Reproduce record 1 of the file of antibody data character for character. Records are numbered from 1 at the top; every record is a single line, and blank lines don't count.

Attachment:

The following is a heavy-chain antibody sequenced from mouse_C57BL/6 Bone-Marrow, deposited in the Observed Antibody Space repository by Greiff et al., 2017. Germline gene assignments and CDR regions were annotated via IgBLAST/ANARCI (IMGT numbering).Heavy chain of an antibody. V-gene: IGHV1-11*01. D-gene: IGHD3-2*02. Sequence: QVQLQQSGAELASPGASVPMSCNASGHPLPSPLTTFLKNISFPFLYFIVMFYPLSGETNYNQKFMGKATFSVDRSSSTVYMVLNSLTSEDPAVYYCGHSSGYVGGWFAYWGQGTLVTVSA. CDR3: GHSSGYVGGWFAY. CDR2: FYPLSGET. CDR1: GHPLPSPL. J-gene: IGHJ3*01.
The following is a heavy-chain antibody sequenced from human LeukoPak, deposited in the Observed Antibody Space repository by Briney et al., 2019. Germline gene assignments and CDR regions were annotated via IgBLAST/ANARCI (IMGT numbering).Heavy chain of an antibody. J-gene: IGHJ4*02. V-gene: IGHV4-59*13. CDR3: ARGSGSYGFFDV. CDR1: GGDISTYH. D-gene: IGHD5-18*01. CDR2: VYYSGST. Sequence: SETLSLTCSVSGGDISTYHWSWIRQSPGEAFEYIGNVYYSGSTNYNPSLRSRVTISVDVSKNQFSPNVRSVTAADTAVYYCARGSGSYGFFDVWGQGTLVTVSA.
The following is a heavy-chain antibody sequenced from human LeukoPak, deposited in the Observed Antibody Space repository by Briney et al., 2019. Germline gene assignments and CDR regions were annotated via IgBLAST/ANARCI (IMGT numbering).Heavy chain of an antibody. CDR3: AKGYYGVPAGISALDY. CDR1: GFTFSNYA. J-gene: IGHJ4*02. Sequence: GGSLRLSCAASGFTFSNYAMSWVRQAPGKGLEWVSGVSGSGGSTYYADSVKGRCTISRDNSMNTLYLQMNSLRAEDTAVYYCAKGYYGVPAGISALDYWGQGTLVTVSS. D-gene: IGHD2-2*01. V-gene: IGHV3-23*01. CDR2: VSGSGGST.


The following is a heavy-chain antibody sequenced from mouse_C57BL/6 Bone-Marrow, deposited in the Observed Antibody Space repository by Greiff et al., 2017. Germline gene assignments and CDR regions were annotated via IgBLAST/ANARCI (IMGT numbering).Heavy chain of an antibody. V-gene: IGHV1-11*01. D-gene: IGHD3-2*02. Sequence: QVQLQQSGAELASPGASVPMSCNASGHPLPSPLTTFLKNISFPFLYFIVMFYPLSGETNYNQKFMGKATFSVDRSSSTVYMVLNSLTSEDPAVYYCGHSSGYVGGWFAYWGQGTLVTVSA. CDR3: GHSSGYVGGWFAY. CDR2: FYPLSGET. CDR1: GHPLPSPL. J-gene: IGHJ3*01.